Turning great ideas into healthier communities

Program

Behavioral Health and Recovery Studies

Behavioral Health and Recovery Studies conducts research and evaluation addressing a variety of problems, including drug and alcohol abuse, mental health disorders, criminal justice systems, unstable housing, and HIV. The center primarily focuses on community based fieldwork and conceptualizes recovery from a broad perspective that includes assessment of professional treatment, peer based services, neighborhood effects, and social environment influences.

Program Director(s)

Douglas Polcin

Projects

Evidence Based Sober Living Houses: A Multi-level Analysis

The essential characteristics of sober living houses (SLHs) include provision of an alcohol and drug free living environment and social support for abstinence. Our ongoing and previous studies have shown that individuals residing in SLHs experience a variety of benefits, including improvements in health, psychiatric symptoms, employment, and legal problems. This new study will examine the relative influences of neighborhood characteristics, social environment within the houses, and physical characteristics of houses on 12-month outcomes.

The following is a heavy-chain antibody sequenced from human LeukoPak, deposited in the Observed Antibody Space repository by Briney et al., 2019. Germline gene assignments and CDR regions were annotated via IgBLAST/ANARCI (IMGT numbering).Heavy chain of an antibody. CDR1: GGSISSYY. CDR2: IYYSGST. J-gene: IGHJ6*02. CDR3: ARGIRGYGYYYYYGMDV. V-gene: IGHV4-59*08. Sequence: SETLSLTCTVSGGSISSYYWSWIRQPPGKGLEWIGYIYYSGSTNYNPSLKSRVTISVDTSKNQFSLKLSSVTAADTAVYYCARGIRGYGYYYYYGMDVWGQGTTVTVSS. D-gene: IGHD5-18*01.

Here's How We're Making a Difference

Researching the Interaction of Mental Health and Social Support on Drug Relapse in Recovery Homes

Sober living houses (SLHs) offer an alcohol- and drug-free living environment to people with substance use disorders, and are becoming increasingly important as the addiction field continues to emphasize long-term services in communities that can facilitate sustained recovery over time.

A study led by PHI's Alcohol Research Group, “An Evaluation of Sober Living Houses,” found that people who entered SLHs who were homeless or in unstable living arrangements improved their housing status over 18 months, and also showed improvement in psychiatric health. Housing status and psychiatric problems each independently predicted substance abuse outcomes. Social support also predicted better substance abuse outcomes for the entire sample—but it had the strongest, most consistent impact on persons with lower levels of psychiatric symptoms.